Mapping Tumamoc Hill

By Aaryn Olsson

Sometimes you’ve got to do it the hard way in order to do it the easy way later. This winter we’re mapping buffelgrass on Tumamoc Hill the hard way by walking 50 miles back and forth across its volcanic slopes in a tight grid pattern. While many Tucsonans hike the zigzagging road up to the summit, this isn’t that kind of a hike. We’re following north-south and east-west grid lines 25 meters apart over the bulk of the 870 acre property to map the density of buffelgrass across Tumamoc Hill in 2023.

This image shows Aaryn’s tracks as he walks the east slope of Tumamoc Hill.

This ground truth map will serve a number of purposes. First, it gives an honest assessment of the current status of the buffelgrass invasion on Tumamoc Hill. Knowing the locations and densities of buffelgrass is essential for planning treatments and assessing the effectiveness of past treatments. Second, having a reliable ground truth map enables us—and you—to map buffelgrass the easy way—that is, from the comfort of your own home or office. So what’s the easy way?

Google Earth screenshot showing an aerial view of A Mountain and Tumamoc Hill.
Google Earth screenshot showing dense buffelgrass on the western slope.

Simply put, the easy way is outlining buffelgrass patches on satellite imagery or aerial photography using Google Earth. We have been experimenting with a variety of methods with very promising results and believe that almost anybody can be trained to see buffelgrass in aerial photography and estimate its density on a computer screen. However, we need a ground truth dataset for training mappers and evaluating their accuracy. Most exciting, the Tumamoc Hill ground truth dataset can be used as a launch pad for releasing a whole team of mappers to apply their training to map other areas of our imperiled saguaro-studded Sonoran Desert ecosystems.

Look for the dead palo verde tree in the foreground.
This saguaro is burnt along the length of its trunk and trinchera.
This photo shows the extent of the buffelgrass invasion on Tumamoc Hill.

While walking Tumamoc Hill, I snapped some photos, shown above. If they are alarming to you, join the club. They’re alarming to us, too. This is the likely future for large swaths of our scenic Arizona Upland (the region of the Sonoran Desert dominated by saguaros and palo verde trees). We are witnessing the transformation of these highly diverse cactus forest ecosystems into large, continuous buffelgrass monocultures. Scattered throughout the buffelgrass are dead and dying palo verdes, struggling to compete for sufficient water in a dense network of shallowly rooted buffelgrass plants. Even though adult saguaros may persist in dense stands of buffelgrass (though they are still extremely vulnerable to buffelgrass-fueled fires), a lack of young saguaros suggests that the next generation will be much smaller than the current one.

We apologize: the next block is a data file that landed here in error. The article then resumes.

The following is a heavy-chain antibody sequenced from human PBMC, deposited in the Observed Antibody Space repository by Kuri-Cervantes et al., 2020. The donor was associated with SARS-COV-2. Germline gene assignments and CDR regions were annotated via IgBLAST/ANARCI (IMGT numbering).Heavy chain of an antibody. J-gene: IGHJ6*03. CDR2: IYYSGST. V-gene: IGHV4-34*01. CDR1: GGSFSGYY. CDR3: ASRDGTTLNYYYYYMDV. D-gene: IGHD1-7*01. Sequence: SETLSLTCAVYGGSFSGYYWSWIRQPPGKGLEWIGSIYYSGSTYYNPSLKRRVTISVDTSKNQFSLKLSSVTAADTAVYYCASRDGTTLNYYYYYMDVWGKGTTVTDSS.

In places like Tumamoc Hill, the Santa Catalinas, and the Rincon Mountains, large continuous buffelgrass patches like this have persisted for decades and continue to expand, especially during wet summers like we had in 2021 and 2022.

That’s one reason why Tumamoc Hill is a special focus of the Desert Museum. Tumamoc Hill is a strategic location for treating buffelgrass not just because of its cultural and historical significance, but also because its buffelgrass-covered slopes loom over downtown Tucson, reflecting sunlight all across the Tucson valley 365 days of the year. Eradicating buffelgrass on Tumamoc Hill would be a big psychological win for Sonoran Desert conservation, galvanizing future investments and community action. It would give us hope that the future of the saguaro-studded slopes and bajadas of the Arizona Upland is not an irreversible transition into a dense flammable grassland, and that, together, we can preserve this uniquely biodiverse desert landscape for centuries to come.

We are still hoping that this ecosystem transformation is not unstoppable. We are taking action now to push the transformation tide back a little, protecting the native ecosystem we know and love by removing buffelgrass, raising awareness in our community, and making ground truth assessments. But we need to ground our hopes and our actions in reality. With these maps, our actions will have greater impact, our removal efforts will be more effective, and our hope for the future of this beautiful desert will grow.

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